• The records of 111 patients with gallbladder carcinoma operatively treated between 1972 and 1984 were retrospectively reviewed. Fifty-seven percent of patients had distant metastases; another 16% had nodal metastases without distant disease. Median survival was 0.5 years, and 5-year survival was 13%. Clinical jaundice, tumor stage, and tumor grade were all predictive of patient outcome. DNA ploidy, measured in 70 patients, was not a prognostic indicator. In 36% of patients, cholecystectomy (20%) or radical cholecystectomy (16%), which included adjacent liver and regional lymph node resection, was potentially curative. Median survival for patients undergoing radical procedures was 3.6 years, and survival was 0.8 years for patients following cholecystectomy. The 5-year survival rates were comparable (33% vs 32%). While radical cholecystectomy may benefit individual patients and can be accomplished with low morbidity, there was no overall survival advantage compared with cholecystectomy.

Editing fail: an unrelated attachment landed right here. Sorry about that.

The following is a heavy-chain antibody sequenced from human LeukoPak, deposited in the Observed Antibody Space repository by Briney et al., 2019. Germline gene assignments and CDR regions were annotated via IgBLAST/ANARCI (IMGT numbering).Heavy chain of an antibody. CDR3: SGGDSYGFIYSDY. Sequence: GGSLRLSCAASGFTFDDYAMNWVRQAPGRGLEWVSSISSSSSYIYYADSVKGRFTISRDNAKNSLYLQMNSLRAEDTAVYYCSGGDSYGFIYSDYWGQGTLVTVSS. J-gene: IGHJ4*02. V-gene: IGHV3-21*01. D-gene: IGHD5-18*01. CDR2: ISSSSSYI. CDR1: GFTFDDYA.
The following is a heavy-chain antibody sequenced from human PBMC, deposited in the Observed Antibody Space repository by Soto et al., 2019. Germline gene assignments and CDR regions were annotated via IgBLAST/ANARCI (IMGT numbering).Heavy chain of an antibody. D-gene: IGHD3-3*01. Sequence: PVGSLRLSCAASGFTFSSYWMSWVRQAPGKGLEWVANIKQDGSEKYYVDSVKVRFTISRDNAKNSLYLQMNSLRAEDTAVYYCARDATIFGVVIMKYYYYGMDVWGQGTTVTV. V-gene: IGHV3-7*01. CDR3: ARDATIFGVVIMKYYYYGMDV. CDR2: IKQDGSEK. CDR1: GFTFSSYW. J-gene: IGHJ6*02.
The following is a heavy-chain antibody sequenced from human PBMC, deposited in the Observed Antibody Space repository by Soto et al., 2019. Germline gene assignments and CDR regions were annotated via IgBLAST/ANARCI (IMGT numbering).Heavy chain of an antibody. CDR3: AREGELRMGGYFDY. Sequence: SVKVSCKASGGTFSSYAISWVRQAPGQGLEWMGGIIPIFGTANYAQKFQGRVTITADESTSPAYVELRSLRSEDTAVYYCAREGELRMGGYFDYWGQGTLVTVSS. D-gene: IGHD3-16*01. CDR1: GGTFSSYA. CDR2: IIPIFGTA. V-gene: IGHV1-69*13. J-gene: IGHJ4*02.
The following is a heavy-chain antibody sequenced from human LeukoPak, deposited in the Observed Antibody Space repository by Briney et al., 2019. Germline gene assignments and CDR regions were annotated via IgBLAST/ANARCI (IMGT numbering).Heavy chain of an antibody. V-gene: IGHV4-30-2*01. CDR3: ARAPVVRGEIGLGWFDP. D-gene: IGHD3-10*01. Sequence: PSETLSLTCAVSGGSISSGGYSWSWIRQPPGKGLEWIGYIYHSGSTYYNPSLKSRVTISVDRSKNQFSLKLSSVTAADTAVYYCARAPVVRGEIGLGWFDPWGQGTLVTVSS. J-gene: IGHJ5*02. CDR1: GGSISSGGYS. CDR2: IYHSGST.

(Arch Surg. 1990;125:237-241)
Donohue JH, Nagorney DM, Grant CS, Tsushima K, Ilstrup DM, Adson MA. Carcinoma of the Gallbladder: Does Radical Resection Improve Outcome? Arch Surg. 1990;125(2):237–241. doi:10.1001/archsurg.1990.01410140115019
Customize your JAMA Network experience by selecting one or more topics from the list below.
Create a personal account or sign in to: